Is the Jet Age Over? (Journal of Visual Culture & HaFI, 1)

This is the first instalment of a collaborative effort by the Journal of Visual Culture and the Harun Farocki Institut, initiated by the COVID-19 crisis. The call sent to JVC’s editorial board, and a wide selection of previous contributors and members of its extended communities, described the task as follows: “There is a lot of spontaneous, ad hoc opinion-making and premature commentary around, as to be expected. However, the ethics and politics of artistic and theoretical practice to be pursued in this situation should oblige us to stay cautious and to intervene with care in the discussion. As one of JVC’s editors, Brooke Belisle, explains: ‘We are not looking for sensationalism, but rather, moments of reflection that: make connections between what’s happening now and the larger intellectual contexts that our readership shares; offer small ways to be reflective and to draw on tools we have and things we know instead of just feeling numb and overwhelmed; help serve as intellectual community for one another while we are isolated; support the work of being thoughtful and trying to find/make meaning…which is always a collective endeavour, even if we are forced to be apart.'” TH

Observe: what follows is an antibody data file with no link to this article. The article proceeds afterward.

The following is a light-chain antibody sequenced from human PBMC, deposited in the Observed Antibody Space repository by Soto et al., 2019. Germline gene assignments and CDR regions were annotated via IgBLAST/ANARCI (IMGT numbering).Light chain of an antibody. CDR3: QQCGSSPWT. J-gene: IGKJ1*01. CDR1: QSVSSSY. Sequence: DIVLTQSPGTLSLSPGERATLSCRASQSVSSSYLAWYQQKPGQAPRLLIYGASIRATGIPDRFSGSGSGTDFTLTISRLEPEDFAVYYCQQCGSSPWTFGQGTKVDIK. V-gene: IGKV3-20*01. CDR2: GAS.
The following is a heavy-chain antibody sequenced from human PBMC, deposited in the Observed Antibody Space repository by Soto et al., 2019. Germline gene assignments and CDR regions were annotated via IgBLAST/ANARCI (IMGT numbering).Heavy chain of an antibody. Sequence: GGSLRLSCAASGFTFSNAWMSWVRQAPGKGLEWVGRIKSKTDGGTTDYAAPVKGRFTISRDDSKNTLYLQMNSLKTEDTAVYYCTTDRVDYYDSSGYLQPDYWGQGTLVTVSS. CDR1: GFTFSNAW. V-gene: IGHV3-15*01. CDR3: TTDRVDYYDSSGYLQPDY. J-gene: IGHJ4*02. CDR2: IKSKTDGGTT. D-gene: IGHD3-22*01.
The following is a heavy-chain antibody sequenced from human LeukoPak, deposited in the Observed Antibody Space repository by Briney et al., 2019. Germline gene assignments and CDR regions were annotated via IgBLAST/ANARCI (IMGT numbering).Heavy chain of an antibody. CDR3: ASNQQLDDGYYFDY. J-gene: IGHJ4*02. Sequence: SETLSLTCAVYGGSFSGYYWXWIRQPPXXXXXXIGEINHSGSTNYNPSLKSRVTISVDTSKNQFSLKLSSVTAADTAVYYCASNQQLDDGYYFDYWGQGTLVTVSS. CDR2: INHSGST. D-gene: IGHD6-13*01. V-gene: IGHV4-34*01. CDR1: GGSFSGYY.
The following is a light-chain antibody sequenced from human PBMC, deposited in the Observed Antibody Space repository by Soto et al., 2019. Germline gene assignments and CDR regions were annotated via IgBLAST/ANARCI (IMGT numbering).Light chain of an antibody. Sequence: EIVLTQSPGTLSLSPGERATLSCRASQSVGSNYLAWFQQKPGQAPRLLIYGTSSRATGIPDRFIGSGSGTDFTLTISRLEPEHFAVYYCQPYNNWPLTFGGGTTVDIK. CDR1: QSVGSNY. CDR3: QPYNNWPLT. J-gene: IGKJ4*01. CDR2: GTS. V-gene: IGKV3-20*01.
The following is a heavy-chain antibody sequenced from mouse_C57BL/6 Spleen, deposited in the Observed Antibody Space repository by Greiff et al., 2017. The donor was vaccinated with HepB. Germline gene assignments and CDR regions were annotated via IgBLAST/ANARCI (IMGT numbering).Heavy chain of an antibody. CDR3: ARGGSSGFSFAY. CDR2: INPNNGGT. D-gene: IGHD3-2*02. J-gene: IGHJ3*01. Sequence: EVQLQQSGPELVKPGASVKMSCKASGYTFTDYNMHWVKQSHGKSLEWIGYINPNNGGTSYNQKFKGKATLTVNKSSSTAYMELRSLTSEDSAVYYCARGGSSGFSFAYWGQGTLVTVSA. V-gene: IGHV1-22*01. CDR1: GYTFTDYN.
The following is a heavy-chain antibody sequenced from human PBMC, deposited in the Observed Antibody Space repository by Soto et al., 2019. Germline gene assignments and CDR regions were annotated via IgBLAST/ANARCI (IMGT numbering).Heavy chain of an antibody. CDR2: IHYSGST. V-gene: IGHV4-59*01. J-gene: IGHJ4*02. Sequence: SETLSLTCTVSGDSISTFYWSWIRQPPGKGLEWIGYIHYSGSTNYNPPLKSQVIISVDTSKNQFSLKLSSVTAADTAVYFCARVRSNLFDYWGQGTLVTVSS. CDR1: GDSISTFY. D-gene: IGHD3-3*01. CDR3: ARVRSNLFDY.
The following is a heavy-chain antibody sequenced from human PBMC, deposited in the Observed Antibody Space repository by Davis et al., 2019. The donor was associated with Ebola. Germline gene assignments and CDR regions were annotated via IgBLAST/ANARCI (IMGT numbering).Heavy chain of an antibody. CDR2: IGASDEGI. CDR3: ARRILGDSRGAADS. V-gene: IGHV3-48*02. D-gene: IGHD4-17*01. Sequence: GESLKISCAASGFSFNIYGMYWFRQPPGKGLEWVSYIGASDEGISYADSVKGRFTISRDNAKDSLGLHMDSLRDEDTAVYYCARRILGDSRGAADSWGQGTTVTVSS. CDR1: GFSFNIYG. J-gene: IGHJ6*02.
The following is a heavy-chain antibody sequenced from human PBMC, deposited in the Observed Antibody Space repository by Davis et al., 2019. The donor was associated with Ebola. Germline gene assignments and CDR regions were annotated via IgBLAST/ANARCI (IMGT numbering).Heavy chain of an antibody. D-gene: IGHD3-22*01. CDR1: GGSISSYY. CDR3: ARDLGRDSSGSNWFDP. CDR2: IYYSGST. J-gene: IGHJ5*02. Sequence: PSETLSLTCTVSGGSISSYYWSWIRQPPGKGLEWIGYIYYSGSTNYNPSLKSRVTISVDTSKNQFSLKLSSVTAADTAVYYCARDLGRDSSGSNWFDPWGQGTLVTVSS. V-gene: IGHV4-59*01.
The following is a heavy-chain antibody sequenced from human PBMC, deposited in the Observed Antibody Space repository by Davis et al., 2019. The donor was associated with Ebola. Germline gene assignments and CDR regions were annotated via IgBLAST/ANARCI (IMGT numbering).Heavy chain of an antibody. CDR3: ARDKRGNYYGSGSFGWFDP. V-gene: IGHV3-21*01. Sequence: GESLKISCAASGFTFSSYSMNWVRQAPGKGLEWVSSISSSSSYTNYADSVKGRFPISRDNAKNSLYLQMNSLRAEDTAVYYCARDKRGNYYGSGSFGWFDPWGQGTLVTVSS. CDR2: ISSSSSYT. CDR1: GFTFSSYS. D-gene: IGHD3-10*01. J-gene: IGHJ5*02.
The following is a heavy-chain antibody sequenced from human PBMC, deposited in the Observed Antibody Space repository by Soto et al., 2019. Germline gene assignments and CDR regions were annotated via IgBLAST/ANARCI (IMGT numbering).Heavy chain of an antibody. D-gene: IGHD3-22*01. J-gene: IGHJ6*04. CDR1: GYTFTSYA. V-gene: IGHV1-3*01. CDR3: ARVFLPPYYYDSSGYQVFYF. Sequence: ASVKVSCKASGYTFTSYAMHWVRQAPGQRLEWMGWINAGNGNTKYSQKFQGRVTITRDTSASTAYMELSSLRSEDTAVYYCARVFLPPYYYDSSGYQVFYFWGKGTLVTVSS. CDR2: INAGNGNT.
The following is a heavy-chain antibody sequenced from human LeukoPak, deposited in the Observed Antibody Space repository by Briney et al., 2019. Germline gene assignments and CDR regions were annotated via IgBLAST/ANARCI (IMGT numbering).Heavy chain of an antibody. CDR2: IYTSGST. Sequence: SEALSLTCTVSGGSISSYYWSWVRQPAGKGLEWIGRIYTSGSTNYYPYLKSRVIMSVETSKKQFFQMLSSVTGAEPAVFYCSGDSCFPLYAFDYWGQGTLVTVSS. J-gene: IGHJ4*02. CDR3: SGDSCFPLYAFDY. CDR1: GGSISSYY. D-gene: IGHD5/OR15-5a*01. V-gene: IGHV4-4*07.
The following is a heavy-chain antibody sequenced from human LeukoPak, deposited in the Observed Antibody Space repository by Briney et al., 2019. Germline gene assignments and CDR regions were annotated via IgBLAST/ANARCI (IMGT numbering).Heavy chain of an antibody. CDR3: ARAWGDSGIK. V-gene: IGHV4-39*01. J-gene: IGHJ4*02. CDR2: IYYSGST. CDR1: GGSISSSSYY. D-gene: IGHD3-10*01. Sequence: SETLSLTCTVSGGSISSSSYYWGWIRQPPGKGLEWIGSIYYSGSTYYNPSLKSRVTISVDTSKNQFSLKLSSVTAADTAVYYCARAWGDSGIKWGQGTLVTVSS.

The U.S. National Archives

 

Is the Jet Age Over? 

by VANESSA SCHWARTZ

If anything could stand-in as a primary culprit in the rapid spread of the COVID-19 virus that is circling the globe with seemingly unprecedented speed, it might be the jet plane. At the same time, cancelled flights and empty airports also stand as potent symbols of how life during the pandemic has been coming to a standstill almost as rapidly as the jet flies. But carrying symbolic weight is nothing new for jet planes. They have always seemed to function as heralds –proclaiming more than they could actually ever measurably deliver. In 1957, architect William Pereira, who with his partner, Charles Luckman, led the mid-century redesign of Los Angeles International Airport, explained, “At this very moment, history is classifying the Jet Air Age…we are realizing our future now almost as fast as we can visualize it.” The jet inaugurated not just the availability of a new speedy mode of transport but also gave rise to a new age, “the Jet Age.” Is the COVID-19 pandemic, complete with the possible moratorium on air travel, the end of the jet age?